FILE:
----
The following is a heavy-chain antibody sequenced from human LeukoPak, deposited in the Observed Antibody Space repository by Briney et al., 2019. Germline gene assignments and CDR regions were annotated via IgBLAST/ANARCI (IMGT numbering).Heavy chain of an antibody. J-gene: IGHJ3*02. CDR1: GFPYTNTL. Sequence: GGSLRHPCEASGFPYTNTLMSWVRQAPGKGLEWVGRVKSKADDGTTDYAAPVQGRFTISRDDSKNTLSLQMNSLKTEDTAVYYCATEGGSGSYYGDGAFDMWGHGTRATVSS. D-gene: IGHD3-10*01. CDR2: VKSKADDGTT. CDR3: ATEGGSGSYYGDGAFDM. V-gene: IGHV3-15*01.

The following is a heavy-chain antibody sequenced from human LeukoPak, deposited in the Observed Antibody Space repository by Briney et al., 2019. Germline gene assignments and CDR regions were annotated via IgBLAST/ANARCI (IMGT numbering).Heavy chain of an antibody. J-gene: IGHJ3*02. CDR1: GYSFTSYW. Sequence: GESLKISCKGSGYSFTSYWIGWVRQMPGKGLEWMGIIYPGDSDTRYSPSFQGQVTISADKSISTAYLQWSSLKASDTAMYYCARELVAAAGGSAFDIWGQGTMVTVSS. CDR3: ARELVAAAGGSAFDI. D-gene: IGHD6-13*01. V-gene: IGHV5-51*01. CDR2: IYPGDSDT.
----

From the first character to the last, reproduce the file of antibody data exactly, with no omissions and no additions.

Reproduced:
The following is a heavy-chain antibody sequenced from human LeukoPak, deposited in the Observed Antibody Space repository by Briney et al., 2019. Germline gene assignments and CDR regions were annotated via IgBLAST/ANARCI (IMGT numbering).Heavy chain of an antibody. J-gene: IGHJ3*02. CDR1: GFPYTNTL. Sequence: GGSLRHPCEASGFPYTNTLMSWVRQAPGKGLEWVGRVKSKADDGTTDYAAPVQGRFTISRDDSKNTLSLQMNSLKTEDTAVYYCATEGGSGSYYGDGAFDMWGHGTRATVSS. D-gene: IGHD3-10*01. CDR2: VKSKADDGTT. CDR3: ATEGGSGSYYGDGAFDM. V-gene: IGHV3-15*01.

The following is a heavy-chain antibody sequenced from human LeukoPak, deposited in the Observed Antibody Space repository by Briney et al., 2019. Germline gene assignments and CDR regions were annotated via IgBLAST/ANARCI (IMGT numbering).Heavy chain of an antibody. J-gene: IGHJ3*02. CDR1: GYSFTSYW. Sequence: GESLKISCKGSGYSFTSYWIGWVRQMPGKGLEWMGIIYPGDSDTRYSPSFQGQVTISADKSISTAYLQWSSLKASDTAMYYCARELVAAAGGSAFDIWGQGTMVTVSS. CDR3: ARELVAAAGGSAFDI. D-gene: IGHD6-13*01. V-gene: IGHV5-51*01. CDR2: IYPGDSDT.